Wednesday, September 19th, 2012
The last couple of weeks saw a flurry of action at our family vineyard. The “perfect” summer of 2012 ended with a stretch of wet weather that spawned nervous moments and tough decisions. Looking back, I probably worried more than I should have (what’s new) because the fruit hung on wonderfully through the intense downpours and resultant humidity. In a nine day span we were able to harvest all of our Pinot Noir, Pinot Gris, Sauvignon Blanc and Riesling. It’s rare that all four of these varietals mature within such a short window. Perhaps that is what we will remember most when we enjoy the wines of 2012, just how early and quickly everything ripened. Even the later varietals taste like they are not too far off – a very exciting prospect!
As I fall into my daily ritual of fermentation checks (specific gravity, temperature and taste), I ponder whether this may be my favourite time to be a winemaker. I enjoy the solemnity of this stage, the wines are mine and mine alone. It won’t be long until I share them with my friends, but for now they are mine to protect and nurture. Each day there are surprises and letdowns, comebacks and revelations, but most of all there is respect for a process that I did not invent, nor will I ever perfect. I will only get so many chances to do this in my lifetime.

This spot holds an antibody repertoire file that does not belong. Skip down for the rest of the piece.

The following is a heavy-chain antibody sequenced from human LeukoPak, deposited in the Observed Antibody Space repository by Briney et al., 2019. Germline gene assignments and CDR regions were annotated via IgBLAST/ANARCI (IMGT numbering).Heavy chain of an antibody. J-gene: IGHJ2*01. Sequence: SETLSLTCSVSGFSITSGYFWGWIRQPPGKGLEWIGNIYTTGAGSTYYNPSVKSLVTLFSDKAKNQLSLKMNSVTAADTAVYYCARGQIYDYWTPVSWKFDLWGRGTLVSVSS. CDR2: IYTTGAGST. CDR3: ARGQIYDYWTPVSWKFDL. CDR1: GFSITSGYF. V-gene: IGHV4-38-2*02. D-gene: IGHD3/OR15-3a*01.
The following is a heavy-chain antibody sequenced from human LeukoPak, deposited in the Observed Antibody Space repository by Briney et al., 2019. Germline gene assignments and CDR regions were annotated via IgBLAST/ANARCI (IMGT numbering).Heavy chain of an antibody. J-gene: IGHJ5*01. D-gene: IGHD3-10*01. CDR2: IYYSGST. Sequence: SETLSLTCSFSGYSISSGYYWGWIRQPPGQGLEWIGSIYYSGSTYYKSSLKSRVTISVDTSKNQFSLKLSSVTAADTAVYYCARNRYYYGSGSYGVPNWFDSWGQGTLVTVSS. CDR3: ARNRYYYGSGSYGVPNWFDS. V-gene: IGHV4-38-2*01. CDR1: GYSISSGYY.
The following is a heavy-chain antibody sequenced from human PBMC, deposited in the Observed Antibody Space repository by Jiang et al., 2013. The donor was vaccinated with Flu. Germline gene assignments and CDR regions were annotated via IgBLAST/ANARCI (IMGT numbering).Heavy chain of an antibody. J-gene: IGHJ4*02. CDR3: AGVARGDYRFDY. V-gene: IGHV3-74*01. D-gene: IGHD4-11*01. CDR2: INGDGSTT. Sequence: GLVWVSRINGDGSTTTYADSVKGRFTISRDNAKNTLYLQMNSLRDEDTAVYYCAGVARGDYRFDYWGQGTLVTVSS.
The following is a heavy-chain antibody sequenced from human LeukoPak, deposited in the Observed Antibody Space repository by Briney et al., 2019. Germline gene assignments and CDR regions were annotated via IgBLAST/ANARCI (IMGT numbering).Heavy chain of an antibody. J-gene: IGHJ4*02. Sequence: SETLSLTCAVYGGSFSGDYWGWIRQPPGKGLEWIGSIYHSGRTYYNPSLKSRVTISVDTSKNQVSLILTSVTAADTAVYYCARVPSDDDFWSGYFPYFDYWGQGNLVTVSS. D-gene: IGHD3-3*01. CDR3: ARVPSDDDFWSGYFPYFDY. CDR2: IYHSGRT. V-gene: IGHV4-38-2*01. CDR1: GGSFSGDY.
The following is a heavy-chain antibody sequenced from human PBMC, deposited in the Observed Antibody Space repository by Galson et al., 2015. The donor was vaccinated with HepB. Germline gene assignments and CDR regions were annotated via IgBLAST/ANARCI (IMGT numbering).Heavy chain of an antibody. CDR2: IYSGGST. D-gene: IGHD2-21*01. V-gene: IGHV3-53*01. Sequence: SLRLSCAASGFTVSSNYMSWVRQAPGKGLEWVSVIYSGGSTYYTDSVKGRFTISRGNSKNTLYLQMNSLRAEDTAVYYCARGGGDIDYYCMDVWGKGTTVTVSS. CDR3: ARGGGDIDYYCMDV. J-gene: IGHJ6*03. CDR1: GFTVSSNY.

I used to feel pressure at this stage to repeat past successes, but now I know that it is a foolish pursuit. The wines will be what they were destined to be the moment the grapes were clipped from the mother vine. The job of the farmer is what crafts these wines. Sure, I control the fermentation with choice of yeast, temperature and nutrition, but I can no longer impact the natural elements of the harvested grape. It is those natural elements, supplied by the Terroir, that make a wine special.
I hold out high hopes for these young wines as they bubble their way through fermentation. The Pinot Noir is particularly intriguing this year. The aromatics are so intense! There are few things I enjoy more than punching down a bin of actively fermenting Pinot. It is a grunt at times, but also very therapeutic and mesmerizing (according to Wilma). Your entire year’s work reduced down to a single vessel of beautiful aromas and colours. As I said, a good time to be a winemaker.